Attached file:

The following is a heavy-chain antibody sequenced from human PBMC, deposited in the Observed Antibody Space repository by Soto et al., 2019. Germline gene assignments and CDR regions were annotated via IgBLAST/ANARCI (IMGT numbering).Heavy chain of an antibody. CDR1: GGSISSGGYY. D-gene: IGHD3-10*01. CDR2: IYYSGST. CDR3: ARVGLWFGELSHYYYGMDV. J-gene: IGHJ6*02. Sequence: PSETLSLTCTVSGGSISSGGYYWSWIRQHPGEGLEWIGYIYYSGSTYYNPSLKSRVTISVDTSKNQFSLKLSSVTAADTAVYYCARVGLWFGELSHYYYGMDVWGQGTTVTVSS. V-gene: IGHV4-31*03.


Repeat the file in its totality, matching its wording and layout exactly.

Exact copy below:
The following is a heavy-chain antibody sequenced from human PBMC, deposited in the Observed Antibody Space repository by Soto et al., 2019. Germline gene assignments and CDR regions were annotated via IgBLAST/ANARCI (IMGT numbering).Heavy chain of an antibody. CDR1: GGSISSGGYY. D-gene: IGHD3-10*01. CDR2: IYYSGST. CDR3: ARVGLWFGELSHYYYGMDV. J-gene: IGHJ6*02. Sequence: PSETLSLTCTVSGGSISSGGYYWSWIRQHPGEGLEWIGYIYYSGSTYYNPSLKSRVTISVDTSKNQFSLKLSSVTAADTAVYYCARVGLWFGELSHYYYGMDVWGQGTTVTVSS. V-gene: IGHV4-31*03.